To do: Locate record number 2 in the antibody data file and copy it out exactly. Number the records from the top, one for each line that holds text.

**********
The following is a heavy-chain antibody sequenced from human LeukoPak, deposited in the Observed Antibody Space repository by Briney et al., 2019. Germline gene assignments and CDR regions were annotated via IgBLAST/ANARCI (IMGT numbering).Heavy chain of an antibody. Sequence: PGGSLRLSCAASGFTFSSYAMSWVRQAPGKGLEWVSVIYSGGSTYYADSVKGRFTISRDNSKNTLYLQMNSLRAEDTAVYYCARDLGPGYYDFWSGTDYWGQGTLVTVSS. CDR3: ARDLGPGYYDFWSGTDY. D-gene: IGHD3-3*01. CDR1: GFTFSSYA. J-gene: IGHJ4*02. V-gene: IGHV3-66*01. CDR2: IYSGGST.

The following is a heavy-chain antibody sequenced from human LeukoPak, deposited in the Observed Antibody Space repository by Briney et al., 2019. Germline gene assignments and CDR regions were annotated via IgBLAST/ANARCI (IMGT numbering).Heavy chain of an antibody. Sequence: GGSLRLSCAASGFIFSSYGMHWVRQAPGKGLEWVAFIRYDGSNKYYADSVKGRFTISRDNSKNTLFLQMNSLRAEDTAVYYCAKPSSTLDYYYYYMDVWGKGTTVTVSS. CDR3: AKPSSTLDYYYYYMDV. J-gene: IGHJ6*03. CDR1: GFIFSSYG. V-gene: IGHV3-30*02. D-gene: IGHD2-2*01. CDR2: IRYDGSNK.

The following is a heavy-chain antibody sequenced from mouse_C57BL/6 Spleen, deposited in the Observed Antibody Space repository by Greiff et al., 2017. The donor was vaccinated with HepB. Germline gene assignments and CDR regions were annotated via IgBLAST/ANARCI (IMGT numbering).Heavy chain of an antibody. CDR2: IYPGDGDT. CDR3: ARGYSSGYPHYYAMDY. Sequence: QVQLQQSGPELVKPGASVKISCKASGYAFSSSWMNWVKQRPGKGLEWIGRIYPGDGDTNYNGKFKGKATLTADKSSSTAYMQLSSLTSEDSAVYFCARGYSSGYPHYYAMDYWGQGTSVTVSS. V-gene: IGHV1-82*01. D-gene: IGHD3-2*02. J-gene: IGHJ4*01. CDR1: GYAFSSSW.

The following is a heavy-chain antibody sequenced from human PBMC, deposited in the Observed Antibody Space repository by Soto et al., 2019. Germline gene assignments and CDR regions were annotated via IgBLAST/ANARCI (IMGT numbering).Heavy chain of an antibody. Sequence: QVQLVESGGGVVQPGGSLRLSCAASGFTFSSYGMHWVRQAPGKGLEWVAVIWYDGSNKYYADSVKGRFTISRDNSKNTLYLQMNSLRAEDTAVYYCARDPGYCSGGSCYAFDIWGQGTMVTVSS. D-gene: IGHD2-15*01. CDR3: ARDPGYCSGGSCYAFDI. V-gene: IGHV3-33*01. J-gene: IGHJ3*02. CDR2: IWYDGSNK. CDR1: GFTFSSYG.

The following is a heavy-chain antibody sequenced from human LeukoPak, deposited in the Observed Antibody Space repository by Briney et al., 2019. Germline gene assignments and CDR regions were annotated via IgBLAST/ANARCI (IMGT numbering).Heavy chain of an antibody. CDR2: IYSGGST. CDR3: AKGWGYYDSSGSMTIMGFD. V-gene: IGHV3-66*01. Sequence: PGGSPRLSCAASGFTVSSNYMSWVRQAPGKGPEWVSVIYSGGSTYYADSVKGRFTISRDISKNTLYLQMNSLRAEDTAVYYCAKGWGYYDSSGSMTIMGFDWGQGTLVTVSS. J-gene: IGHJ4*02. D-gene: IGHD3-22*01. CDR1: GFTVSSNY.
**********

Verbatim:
The following is a heavy-chain antibody sequenced from human LeukoPak, deposited in the Observed Antibody Space repository by Briney et al., 2019. Germline gene assignments and CDR regions were annotated via IgBLAST/ANARCI (IMGT numbering).Heavy chain of an antibody. Sequence: GGSLRLSCAASGFIFSSYGMHWVRQAPGKGLEWVAFIRYDGSNKYYADSVKGRFTISRDNSKNTLFLQMNSLRAEDTAVYYCAKPSSTLDYYYYYMDVWGKGTTVTVSS. CDR3: AKPSSTLDYYYYYMDV. J-gene: IGHJ6*03. CDR1: GFIFSSYG. V-gene: IGHV3-30*02. D-gene: IGHD2-2*01. CDR2: IRYDGSNK.